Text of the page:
Learning to Gild with Instacoll—Day 1!

Sharon Thomas Blog 0 Comments

I’m always slow getting started when I want to learn a new skill. I have to get my head ready…my studio has to be (relatively!) clean and neat. Check! I have to have the laundry relatively caught up (working on that!) I have to have a cuppa coffee within easy reach.  Check! I have to be alone. Check! So here I am, ready enough! Today’s the day! I’ve watched Harvest Crittendon’s instructional video (https://www.youtube.com/watch?v=e7gPKa0QKIU:) twice. I’ve had my materials for some time now for my upcoming project:  the Lord’s Prayer in Latin on genuine parchment, which is animal skin.  I have a beautiful piece of sheepskin, and I will use iron gall ink with gouache (opaque watercolor) and 23 K patent gold gilding to design a piece harkening back to medieval times….that’s my goal!

I’ve chosen to use Instacoll instead of gesso as the base for the gold to adhere to. I’ll let you know how it comes along.

Here are the materials I’ll be using:  Kölner Instacoll System Base, distilled water, Old World Ink (iron gall ink), 23 K patent gold from Wehrung & Billmeier Co., an old crystal inkwell that I’m using for a dappen dish, and a book called The Bible of Illuminated Letters by Margaret Morgan. I am going to do my first gilding on Arches 140# hot press watercolor paper…pics of two 4 X 6 inch pieces are shown in the foreground.  Not starting first on sheepskin, that’s for sure!  Practice on THAT comes later!


I’m following Harvest Crittendon’s instructions, so you can watch the video at the link posted above.  First, I’ve drawn several 1/2″ squares on the watercolor paper. I dispensed 50 drops of Instacoll into my dappen dish and then diluted that with 7 drops of distilled water.  I stirred it gently with the sharp end of a palette knife.  NEVER shake the Instacoll….it will introduce bubbles and you don’t want bubbles.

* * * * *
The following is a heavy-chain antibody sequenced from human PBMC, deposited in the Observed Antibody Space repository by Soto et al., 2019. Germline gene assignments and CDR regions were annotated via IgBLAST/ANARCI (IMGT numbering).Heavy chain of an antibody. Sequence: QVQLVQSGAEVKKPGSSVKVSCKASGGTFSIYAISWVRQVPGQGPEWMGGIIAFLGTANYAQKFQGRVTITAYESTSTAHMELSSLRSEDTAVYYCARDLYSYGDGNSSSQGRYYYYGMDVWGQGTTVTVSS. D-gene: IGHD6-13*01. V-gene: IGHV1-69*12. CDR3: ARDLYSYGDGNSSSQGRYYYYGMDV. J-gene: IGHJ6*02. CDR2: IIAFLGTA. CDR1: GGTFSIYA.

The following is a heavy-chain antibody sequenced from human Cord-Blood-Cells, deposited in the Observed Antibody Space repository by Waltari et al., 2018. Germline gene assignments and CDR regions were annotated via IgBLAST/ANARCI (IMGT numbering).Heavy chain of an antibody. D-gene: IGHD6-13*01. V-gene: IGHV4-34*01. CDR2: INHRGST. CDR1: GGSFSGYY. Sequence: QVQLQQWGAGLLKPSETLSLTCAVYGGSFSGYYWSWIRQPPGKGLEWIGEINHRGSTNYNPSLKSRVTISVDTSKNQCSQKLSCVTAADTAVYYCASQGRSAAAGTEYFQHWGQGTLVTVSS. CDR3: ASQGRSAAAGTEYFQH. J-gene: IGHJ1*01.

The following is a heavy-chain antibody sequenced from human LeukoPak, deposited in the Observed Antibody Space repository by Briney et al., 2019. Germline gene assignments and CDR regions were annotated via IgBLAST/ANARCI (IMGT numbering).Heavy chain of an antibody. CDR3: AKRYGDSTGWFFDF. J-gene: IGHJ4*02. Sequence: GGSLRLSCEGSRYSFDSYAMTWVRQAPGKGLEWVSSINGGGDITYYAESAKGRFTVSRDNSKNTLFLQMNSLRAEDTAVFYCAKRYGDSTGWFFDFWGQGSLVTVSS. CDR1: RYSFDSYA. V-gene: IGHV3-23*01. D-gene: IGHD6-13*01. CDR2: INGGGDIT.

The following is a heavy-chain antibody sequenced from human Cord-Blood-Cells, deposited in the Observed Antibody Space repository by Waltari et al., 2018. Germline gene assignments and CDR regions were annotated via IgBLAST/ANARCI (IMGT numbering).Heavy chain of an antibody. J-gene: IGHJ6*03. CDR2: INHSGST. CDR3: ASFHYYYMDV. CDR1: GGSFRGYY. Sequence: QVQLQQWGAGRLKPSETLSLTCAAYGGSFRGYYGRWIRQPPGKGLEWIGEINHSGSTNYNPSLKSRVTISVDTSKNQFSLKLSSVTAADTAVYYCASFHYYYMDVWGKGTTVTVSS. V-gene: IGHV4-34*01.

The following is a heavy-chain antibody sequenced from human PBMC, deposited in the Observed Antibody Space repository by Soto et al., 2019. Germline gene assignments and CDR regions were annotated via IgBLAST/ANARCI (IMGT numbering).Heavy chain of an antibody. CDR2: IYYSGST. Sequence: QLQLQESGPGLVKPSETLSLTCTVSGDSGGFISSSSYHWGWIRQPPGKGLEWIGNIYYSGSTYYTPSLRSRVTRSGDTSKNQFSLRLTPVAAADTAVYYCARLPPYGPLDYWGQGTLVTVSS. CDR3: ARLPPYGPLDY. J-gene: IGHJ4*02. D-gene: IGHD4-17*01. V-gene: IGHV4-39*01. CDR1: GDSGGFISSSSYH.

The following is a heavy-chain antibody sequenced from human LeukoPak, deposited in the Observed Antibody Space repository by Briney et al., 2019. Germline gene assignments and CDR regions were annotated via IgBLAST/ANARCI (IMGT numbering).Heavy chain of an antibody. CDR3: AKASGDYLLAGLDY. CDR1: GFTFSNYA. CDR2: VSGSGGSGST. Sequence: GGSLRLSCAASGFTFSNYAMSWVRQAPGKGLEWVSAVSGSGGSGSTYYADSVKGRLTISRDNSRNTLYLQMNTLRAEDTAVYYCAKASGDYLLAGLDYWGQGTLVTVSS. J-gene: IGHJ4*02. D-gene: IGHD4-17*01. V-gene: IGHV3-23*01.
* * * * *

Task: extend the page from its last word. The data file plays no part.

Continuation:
You don’t want to brush on the Instacoll…It will be a rough and uneven base for your gold if you do.  You want to float the Instacoll on…put a drop inside the square and move it around with the brush.  Play with the drop…move it into the corner, and when your brush is dry, get another drop of Instacoll and continue dropping liquid into liquid and moving it around until the square is filled. Let it dry for 30-45 minutes.  I’m going to eat lunch!

Okay…back from lunch….I tentatively lifted the patent gold sheet on its tissue paper square, turned it over onto the tacky Instacolled square, and rubbed the tissue paper side smoothly on with a cotton ball.  Then I lifted off the tissue paper, and the gold of course stuck to the Instacoll!   Here’s the result– finished, burnished gold square in the middle, another Instacoll square drying on the right:

After this, I did two more squares to test drying time.  I let one dry 30 minutes, and the next I let dry 15 minutes.  I thought it was dry, but it wasn’t, and it totally messed up…the gold did not adhere in the middle.  So I will go with the longer drying time.  I followed Harvest Crittendon’s advice and burnished it with the side of a Q-tip.  It worked very well!  Nice and shiny.  On to another piece I need to start today.  I plan to work more on gilding tomorrow!

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